Today's word of the day on spanishdict.com is despacio. There I found this sentence:

A mi hermano le fastidia cuando la gente que quiere manejar despacio conduce en el canal de velocidad.

I perfectly understand the sentence, not least because they provide a translation.

I just wonder why they don't use conducir twice. I understand manejar as to steer (when it comes to cars) and that use feels strange.
I found a statement on the Internet claiming that manejar is Mexican colloquial for to drive. That would suggest, in conclusion, that the sentence above wouldn't be considered idiomatic in Spain.

So, what's the difference between these two words (in regard to driving)?
Is the use of manejar in the sentence above really more idiomatic than conducir?

  • 3
    The sentence is indeed written in American Spanish. Manejar points to that, but also canal de velocidad (we'd use carril rápido in Spain).
    – delCano
    Dec 3, 2014 at 11:57
  • 1
    To avoid repetition, simplify the sentence with just one verb. In Spain we would say "A mi hermano le fastidian los que van despacio por el carril rápido."
    – PA.
    Jun 11, 2016 at 8:58
  • @fedorqui olé tu celo.
    – PA.
    Jun 11, 2016 at 21:23

5 Answers 5


Although they are expressions of the same sense (observing regional differences that have been mentioned), you must remember that these are words with different meanings.

Manejar involves taking action to get something. Originally, these actions were manual (manos = "hands"), and the word relates to manipular ("manipulate") and maniobrar ("maneuver").

Conducir involves carrying something in one direction. It derives from Latin "ducere" (to guide), and is related to conducto ("duct") and conducta ("behavior").

So, strictly speaking:

manejas el vehículo con las manos y los pies, para conducirlo por la calle hacia el trabajo.

ergo, you maneuver the vehicle to drive down the street to work.

  • +1 For explain both words with clear definitions. Dec 3, 2014 at 13:40
  • 2
    The definitions are clear but the real (de facto) meanings are blurred.
    – leonbloy
    Dec 3, 2014 at 13:55

That's quite a weird phrase to me simply because I'm from Spain.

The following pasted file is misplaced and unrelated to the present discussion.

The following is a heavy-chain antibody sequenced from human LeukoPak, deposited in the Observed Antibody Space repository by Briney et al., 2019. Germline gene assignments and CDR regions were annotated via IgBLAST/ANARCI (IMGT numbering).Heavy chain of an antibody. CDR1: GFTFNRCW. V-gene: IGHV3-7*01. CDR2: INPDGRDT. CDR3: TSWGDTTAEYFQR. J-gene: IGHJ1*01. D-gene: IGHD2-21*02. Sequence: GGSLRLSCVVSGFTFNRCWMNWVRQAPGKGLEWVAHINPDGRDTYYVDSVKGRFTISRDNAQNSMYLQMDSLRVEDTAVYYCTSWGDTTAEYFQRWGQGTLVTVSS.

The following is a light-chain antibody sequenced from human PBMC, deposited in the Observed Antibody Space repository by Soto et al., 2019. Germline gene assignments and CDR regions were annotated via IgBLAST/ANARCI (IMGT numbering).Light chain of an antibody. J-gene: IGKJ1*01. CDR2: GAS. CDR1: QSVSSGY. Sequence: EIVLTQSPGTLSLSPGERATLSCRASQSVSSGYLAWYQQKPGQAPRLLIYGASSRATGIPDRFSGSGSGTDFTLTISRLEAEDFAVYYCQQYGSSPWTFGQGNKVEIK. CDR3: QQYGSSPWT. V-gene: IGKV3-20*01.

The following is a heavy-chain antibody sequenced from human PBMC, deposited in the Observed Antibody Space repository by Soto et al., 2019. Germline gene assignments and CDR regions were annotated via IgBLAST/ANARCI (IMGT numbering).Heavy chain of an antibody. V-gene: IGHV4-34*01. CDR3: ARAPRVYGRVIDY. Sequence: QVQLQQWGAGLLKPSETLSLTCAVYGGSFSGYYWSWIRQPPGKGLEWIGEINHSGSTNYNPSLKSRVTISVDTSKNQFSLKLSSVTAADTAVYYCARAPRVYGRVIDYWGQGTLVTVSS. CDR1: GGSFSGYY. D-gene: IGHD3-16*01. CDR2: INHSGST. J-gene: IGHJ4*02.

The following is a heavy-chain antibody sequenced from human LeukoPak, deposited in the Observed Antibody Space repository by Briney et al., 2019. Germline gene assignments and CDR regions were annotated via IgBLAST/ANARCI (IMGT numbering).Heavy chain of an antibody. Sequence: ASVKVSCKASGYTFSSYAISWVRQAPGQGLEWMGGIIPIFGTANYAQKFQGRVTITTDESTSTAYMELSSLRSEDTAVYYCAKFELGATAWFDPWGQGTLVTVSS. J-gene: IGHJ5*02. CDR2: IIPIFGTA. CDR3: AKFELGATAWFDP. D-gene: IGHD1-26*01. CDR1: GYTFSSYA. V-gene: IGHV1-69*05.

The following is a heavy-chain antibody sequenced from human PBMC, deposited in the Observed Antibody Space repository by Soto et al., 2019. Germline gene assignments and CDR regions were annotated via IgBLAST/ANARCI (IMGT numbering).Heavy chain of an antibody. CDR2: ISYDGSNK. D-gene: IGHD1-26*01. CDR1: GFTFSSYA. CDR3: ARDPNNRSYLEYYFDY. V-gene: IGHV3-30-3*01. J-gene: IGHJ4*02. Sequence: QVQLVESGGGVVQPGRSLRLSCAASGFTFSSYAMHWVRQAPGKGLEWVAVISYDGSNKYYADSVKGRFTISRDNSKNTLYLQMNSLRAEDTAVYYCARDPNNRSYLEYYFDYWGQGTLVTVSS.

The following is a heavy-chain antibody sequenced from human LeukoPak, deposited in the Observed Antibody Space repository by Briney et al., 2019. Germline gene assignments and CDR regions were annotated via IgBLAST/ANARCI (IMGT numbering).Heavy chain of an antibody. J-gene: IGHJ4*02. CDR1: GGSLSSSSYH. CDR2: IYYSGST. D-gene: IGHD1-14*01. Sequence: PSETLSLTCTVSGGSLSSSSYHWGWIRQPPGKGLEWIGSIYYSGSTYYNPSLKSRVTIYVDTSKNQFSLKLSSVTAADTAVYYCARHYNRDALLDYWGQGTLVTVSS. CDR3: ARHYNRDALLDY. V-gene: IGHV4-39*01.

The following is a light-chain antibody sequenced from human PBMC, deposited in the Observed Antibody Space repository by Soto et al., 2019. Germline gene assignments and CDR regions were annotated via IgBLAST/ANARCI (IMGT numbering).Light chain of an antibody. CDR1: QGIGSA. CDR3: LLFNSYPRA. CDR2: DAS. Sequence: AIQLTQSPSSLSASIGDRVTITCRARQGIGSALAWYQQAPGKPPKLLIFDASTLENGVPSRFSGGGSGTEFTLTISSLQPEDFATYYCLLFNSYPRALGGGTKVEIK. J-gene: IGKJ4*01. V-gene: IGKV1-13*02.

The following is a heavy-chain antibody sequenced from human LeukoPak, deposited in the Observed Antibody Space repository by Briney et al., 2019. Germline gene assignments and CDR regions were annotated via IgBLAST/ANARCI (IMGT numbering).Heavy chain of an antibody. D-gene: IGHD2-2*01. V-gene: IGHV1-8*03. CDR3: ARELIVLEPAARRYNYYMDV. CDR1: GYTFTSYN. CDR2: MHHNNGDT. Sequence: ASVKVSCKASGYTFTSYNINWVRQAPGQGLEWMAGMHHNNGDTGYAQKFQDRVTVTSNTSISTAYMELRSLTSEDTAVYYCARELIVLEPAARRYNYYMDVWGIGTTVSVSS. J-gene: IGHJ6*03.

Manejar is only used in Latin American countries; conducir is the only word for drive in Spain.

Also, this phrase must have been written by a person from South America because in Spain we use carril instead of canal.

Of course you can use conducir or manejar twice, but it sounds quite repetitive. If you don't want to use manejar, a person from Spain would say:

A mi hermano le fastidia cuando la gente que quiere conducir despacio lo hace en el carril rápido.

I hope you find this information useful.

  • 3
    +1 For avoid use more than once the word conducir in the sentence and add: but it souns quite repetitive (which is true). Also, in Colombia is used too the word carril instead canal de velocidad. Dec 3, 2014 at 13:42
  • it's going to be so much "fun" traveling to spain next week, with all my mexican spanish knowledge. ;(
    – user428517
    Dec 3, 2014 at 23:18
  • 1
    @sgroves Don't worry, everybody will understand you. Unless you use a lot of Mexican slang, of course; but just using a Mexican register will cause you no problem.
    – Gorpik
    Dec 4, 2014 at 8:05
  • Just for the record, I am from Spain and my grandma used to say "manejar" instead of "conducir".
    – bgusach
    Dec 4, 2014 at 11:25

Yes, that statement would sound funny in Spain, where indeed the speaker would have used conducir twice.

Latin American countries favor "manejar" (to handle or steer a vehicle, if you fancy it that way) instead of "conducir" but that doesn't mean that they don't know (or use) the word conducir.

In the same way, some these countries you would probably hear more "manejar el carro" or "manejar el auto", that also gives you a hint of where the speaker is from but this doesn't hold true for all Latin American countries.

My guess is that the speaker could have used manejar twice in your example, but to avoid repetition, he or she used "conducir" instead. What is interesting is that he/she used "manejar" for a person controlling the vehicle (fast/slow) and "conducir" for the action of the vehicle being controlled/positioned in a certain lane.

Also remember that the source you cite is an online resource, and not everything on the Internet is completely accurate and reliable (without any intentions to misrepresent that site). I wouldn't be too surprised if it is not completely consistent. As you can see, what sounds completely normal to just one of the many Spanish speaking countries can be a little bit (or completely) off in others. Whoever wrote that example is maybe trying to "show off" a little bit and include more vocabulary (sacrificing consistency).


The difference between "manejar" and "conducir" is subtle, and, in spite of Rodrigo's explanation, is totally blurred by de facto usage, which varies wildly from region to region. By the way, I'd translate both as "to drive" more than "to steer."

In Argentina, we understand, but rarely use, "conducir" for steering a vehicle. We'd prefer "manejar" for both:

  • manejar despacio

  • manejar por el carril rápido / de alta velocidad (instead of "en el canal de velocidad")

To avoid the repetition, we'd naturally say something like:

  • ... cuando la gente que quiere manejar despacio va por el carril rápido

  • ... cuando la gente que quiere ir despacio maneja por el carril rápido

Some replacements: "va" -> "elige ir", "ir" -> "viajar", "marchar"


I would say there is no difference. They have the same meaning in regards to driving a car. "Manejar" is used in Latin America and "conducir" is used here in Spain.

But they can have different meanings sometimes. For example, in Spain, "estoy conduciendo una grúa" means "I'm driving a crane," but "estoy manejando una grúa" means "I'm operating a crane."

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